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Author Topic: HIV and SSDI Continuing Disability Review Policy Change  (Read 225 times)

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Offline Ptrk3

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HIV and SSDI Continuing Disability Review Policy Change
« on: March 19, 2017, 03:36:19 PM »
Effective March 1, 2017, Social Security Disability Insurance (SSDI) case officers have been instructed not to screen out a Continuing Disability Review (CDR) for SSDI recipients because of a HIV infection.  Disability recipients who qualified because they have HIV will now be subject to routine reviews of their eligibility status every one to seven years.

The story appears in the March 15, 2017, edition of "The Body."

link to story:

http://www.thebody.com/content/79529/yes-ssa-disability-just-made-a-slight-change-for-h.html?ic=wnhp

reference link:

https://secure.ssa.gov/apps10/reference.nsf/links/02282017105458AM

From the story in "The Body," referring to SSDI recipients:

"..you should NOT be freaking out, according to HIV benefits expert Justin Hayford, a legal advocate at Legal Council for Health Justice (formerly AIDS Legal Council of Chicago). He told TheBody.com that this change has been years in the making.

"I'm surprised it hasn't happened sooner," he said, given that, since at least 2000, Social Security has no longer considered HIV diagnosis alone to be a stand-alone cause for ongoing inability to work.

All the change means, he said, is that people who get SSA disability because of their HIV will have their case reviewed every few years along with everyone else on SSA. (Only people living with HIV who have certain other conditions, such as certain lymphomas or sarcomas, will be excluded from the need for review).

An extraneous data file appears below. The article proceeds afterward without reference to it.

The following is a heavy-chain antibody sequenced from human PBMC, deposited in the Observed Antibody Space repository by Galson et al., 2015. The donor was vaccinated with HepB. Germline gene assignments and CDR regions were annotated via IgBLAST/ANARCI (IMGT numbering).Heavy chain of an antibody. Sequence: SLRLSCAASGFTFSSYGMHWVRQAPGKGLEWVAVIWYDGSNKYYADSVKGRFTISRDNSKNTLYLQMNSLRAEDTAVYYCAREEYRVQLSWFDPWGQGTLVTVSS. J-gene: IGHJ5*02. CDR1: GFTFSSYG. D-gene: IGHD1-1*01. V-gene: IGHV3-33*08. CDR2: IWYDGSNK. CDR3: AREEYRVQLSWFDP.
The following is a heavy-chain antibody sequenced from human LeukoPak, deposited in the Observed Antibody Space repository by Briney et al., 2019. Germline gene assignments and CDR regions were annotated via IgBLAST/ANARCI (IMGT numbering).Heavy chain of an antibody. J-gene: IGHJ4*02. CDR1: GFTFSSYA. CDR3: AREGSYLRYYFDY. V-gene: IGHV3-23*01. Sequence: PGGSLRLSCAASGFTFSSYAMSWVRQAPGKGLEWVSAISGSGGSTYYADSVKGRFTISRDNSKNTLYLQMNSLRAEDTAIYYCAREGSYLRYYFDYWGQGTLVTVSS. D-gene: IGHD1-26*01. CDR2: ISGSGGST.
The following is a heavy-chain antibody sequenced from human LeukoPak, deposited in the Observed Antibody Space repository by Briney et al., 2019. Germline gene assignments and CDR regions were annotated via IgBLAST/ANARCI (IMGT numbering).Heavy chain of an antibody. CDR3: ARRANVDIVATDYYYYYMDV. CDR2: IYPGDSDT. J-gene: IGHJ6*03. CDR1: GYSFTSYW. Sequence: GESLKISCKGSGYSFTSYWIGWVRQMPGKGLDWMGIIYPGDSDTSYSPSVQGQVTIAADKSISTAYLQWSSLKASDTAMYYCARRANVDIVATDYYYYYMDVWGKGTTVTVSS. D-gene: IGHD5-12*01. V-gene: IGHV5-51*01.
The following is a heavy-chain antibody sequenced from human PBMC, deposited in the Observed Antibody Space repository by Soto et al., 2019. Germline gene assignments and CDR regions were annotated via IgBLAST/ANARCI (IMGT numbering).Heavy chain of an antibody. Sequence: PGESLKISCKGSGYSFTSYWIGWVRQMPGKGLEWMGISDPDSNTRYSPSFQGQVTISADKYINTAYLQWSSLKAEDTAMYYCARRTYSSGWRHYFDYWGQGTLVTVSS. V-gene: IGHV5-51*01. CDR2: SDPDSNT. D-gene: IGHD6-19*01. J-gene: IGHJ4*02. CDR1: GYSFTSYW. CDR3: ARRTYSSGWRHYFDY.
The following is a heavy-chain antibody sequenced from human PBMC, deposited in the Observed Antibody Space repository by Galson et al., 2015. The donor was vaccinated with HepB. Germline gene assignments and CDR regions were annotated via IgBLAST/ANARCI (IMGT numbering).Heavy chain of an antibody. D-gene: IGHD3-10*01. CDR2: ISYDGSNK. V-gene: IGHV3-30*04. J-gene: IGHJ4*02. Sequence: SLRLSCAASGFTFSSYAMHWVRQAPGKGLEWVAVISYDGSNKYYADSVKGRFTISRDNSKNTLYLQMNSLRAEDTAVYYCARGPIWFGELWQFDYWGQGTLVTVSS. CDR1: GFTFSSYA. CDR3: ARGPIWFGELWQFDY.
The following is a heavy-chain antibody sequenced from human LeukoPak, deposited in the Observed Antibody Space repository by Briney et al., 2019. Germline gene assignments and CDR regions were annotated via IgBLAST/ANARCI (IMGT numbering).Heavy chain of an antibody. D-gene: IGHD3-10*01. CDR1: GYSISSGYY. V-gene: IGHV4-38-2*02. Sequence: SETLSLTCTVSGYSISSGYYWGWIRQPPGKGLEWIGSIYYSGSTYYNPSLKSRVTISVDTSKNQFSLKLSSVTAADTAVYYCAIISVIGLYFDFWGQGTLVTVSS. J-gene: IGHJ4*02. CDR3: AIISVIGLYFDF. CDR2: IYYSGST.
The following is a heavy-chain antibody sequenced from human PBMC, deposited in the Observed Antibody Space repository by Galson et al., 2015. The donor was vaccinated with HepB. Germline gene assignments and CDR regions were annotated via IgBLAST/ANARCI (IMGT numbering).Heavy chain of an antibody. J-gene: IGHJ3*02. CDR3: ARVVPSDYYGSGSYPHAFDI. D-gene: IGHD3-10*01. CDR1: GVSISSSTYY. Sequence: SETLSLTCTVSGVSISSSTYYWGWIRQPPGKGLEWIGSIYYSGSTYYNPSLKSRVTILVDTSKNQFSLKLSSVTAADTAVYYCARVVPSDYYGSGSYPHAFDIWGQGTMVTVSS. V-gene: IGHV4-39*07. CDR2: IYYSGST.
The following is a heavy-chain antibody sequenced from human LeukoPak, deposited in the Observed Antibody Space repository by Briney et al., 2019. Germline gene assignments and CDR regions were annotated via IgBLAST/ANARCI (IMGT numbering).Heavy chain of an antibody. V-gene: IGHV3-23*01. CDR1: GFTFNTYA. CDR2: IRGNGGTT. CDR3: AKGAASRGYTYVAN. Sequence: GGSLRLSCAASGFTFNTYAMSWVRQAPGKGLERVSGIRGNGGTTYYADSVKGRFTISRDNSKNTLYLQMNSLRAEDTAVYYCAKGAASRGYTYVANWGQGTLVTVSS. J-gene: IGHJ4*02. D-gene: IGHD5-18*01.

But, even when or if your review happens, it's likely your SSA won't be taken away because you may have other diagnoses that qualify you for disability, such as chronic neuropathy, diarrhea, fatigue, depression, anxiety, bipolar disorder, heart disease, diabetes -- or any other number of conditions that often go hand in hand with an HIV diagnosis (especially among HIV long-timers).

The most important thing to know and do? Be meticulous in documenting all your health issues with your doctor, even if they include things such as neuropathy, fatigue or gastrointestinal problems that you've lived with so long that you no longer bring them up at doctor visits. Having them on the record will be crucial when and if your disability benefits do come up for review. (And even that may depend on how much staff SSA has.)

This cannot be stressed enough. "Make sure your doctor is putting these things in your medical record if SSA does a review!" insisted John Peller, president/CEO of AIDS Foundation of Chicago, to TheBody.com)."

« Last Edit: March 19, 2017, 03:53:20 PM by Ptrk3 »
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